Many women who participated in the Lebensborn program were trying to avoid the existing social stigmas surrounding unmarried pregnancy and childbirth. To learn more about the Lebensborn program, see the related Experiencing History items, Brochure for the Lebensborn Program, Request to Replace Nurse Anna Hölzer, and Letter to SS Doctor Gregor Ebner.

For examples of Nazi propaganda encouraging large families, see the related Experiencing History items, "Is This Unmanly?" and "Sexually Transmitted Disease Is an Obstacle to Marriage."

It is not known to whom these particular medals belonged. For more primary sources related to Nazi attempts to regulate human reproduction, see the Experiencing History collection, Targets of Eugenics. For primary sources related to the Nazi regime's use of propaganda to encourage support for Nazi policies, see the Experiencing History collection, Nazi Propaganda and National Unity.

To learn more about the Honor Cross of the German Mother, see Michael Hughes, "Medals for Babies: The Honour Cross of the German Mother (Ehrenkreuz der Deutschen Mutter)," in Anarchy of Nazi Memorabilia: From Things of Tyranny to Troubled Treasure (London: Routledge, 2022): 72–84. For more on objects and artifacts from the era of Nazi rule, see the related Experiencing History collection, Objects of Memory.

Nazi authorities and German medical professionals tried to stop these traits from being passed to future generations of Germans through forced sterilizations and systematic mass murder. To learn more about Nazi eugenics policies and the Nazi persecution of people with disabilities, see Go╠łtz Aly, Peter Chroust, and Christian Pross, Cleansing the Fatherland: Nazi Medicine and Racial Hygiene, translated by Belinda Cooper (Baltimore: Johns Hopkins University Press, 1994); and Melvyn Conroy, Nazi Eugenics: Precursors, Policy, Aftermath (Stuttgart: Ibidem-Verlag, 2017).

For primary sources on forced sterilization and the mass murder of people with disabilities, see the related Experiencing History items, Lothrop Stoddard: "In a Eugenics Court," Letter to SS Doctor Gregor Ebner, Sterilization Order for August Alzen, Sign Language Testimony of Helga Gross, and Oral History with Robert Wagemann.

To learn more about Nazi ideals of motherhood and the regime’s expections for women, see Renate Bridenthal, Atina Grossman, and Marion Kaplan, eds., When Biology Became Destiny: Women in Weimar and Nazi Germany (New York: Monthly Review Press, 1984). Also see the related Experiencing History item, "Healthy Woman - Healthy Nation."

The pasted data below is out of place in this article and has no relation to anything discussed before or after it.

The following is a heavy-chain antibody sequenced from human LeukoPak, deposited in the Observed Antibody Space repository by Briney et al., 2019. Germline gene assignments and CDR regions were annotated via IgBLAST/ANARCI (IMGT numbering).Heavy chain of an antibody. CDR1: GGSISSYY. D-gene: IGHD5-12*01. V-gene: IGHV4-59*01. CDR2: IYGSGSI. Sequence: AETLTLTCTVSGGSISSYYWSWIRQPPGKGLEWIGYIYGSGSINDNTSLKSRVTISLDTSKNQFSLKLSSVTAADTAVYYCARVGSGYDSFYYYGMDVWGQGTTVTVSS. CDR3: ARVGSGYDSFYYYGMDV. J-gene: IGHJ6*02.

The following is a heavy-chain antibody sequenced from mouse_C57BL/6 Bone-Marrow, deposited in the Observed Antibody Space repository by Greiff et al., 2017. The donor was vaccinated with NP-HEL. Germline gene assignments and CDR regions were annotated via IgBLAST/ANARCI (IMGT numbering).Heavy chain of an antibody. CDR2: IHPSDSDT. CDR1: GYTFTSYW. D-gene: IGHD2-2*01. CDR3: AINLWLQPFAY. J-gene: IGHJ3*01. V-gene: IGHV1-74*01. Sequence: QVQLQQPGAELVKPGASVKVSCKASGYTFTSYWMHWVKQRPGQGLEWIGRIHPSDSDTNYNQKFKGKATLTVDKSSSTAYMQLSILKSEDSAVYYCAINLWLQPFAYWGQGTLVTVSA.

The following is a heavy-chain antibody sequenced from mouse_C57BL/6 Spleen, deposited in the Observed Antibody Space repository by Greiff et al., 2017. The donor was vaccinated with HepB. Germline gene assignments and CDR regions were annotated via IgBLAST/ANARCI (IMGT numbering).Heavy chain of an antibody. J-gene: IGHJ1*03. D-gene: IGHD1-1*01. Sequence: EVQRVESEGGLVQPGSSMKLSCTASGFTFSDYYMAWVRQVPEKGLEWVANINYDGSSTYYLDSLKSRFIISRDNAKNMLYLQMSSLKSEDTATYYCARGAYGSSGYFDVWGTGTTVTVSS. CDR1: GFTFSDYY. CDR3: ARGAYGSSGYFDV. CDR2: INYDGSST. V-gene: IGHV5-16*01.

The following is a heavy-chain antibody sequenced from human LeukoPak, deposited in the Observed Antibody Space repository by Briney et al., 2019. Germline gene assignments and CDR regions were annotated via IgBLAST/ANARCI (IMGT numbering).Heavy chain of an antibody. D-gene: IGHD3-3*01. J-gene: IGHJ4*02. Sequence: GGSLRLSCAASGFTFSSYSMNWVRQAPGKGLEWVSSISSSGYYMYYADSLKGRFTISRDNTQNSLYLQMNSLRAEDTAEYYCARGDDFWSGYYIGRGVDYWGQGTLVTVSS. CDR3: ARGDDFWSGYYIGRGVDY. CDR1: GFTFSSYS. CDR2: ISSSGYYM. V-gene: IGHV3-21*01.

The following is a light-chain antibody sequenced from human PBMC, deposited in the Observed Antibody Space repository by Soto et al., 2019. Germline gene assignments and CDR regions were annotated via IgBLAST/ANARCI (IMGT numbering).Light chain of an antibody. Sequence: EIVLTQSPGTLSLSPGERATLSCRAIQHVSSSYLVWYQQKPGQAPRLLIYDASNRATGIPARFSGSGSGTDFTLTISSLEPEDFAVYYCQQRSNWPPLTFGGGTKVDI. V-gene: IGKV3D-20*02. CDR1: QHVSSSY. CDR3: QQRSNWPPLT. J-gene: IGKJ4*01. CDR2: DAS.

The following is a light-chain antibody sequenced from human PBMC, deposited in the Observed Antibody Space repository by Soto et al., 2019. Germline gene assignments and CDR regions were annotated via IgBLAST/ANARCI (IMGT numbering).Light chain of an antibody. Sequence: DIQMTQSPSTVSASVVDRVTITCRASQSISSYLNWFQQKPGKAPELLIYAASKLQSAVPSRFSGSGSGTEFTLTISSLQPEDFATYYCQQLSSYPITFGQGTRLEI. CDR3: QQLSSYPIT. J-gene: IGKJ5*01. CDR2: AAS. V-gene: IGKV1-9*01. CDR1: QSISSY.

Although these awards were designed to celebrate and honor German mothers, some Germans referred to the recipients mockingly as members of the "Order of Bunnies" because rabbits are known to breed rapidly and produce many offspring.

These loans were designed to encourage pregnancies and births while also removing women from the labor market. They were granted to newlyweds if the woman quit her job to become a homemaker and mother. One quarter of these loans was forgiven for every healthy and "racially acceptable" child born. Michael Hughes, "Medals for Babies: The Honour Cross of the German Mother (Ehrenkreuz der Deutschen Mutter)," in Anarchy of Nazi Memorabilia: From Things of Tyranny to Troubled Treasure (London: Routledge, 2022): 73.

The German birth rate during the Weimar era was considered relatively low compared with the national birth rate before World War I. Other European countries also introduced motherhood awards in the early 20th century in attempts to increase their sinking birth rates, including France, the Soviet Union, and Fascist Italy. To learn more, see Carl Ipsen, Dictating Demography: The Problem of Population in Fascist Italy (Cambridge  University Press, 1996); David L. Hoffmann, “Mothers in the Motherland: Stalinist Pronatalism in Its Pan-European Context,” Journal of Social History 34, no. 1 (Autumn 2000): 35–54; Richard A. Soloway, Demography and Degeneration: Eugenics and the Declining Birthrate in Twentieth-Century Britain (Chapel Hill: The University of North Carolina Press, 1990); and Kristen Stromberg Childers, Fathers, Families, and the State in France, 1914–1945 (Ithaca: Cornell University Press, 2003). 

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Archival Information for This Item

Source (Credit)
US Holocaust Memorial Museum
Source Number N09188
Date Created
1938 to 1939
Dimensions Medal: Height: 1.730 inches (4.394 cm) | Width: 1.500 inches (3.81 cm)
Material Metal, ribbon, enamel paint.
Object Type Clothing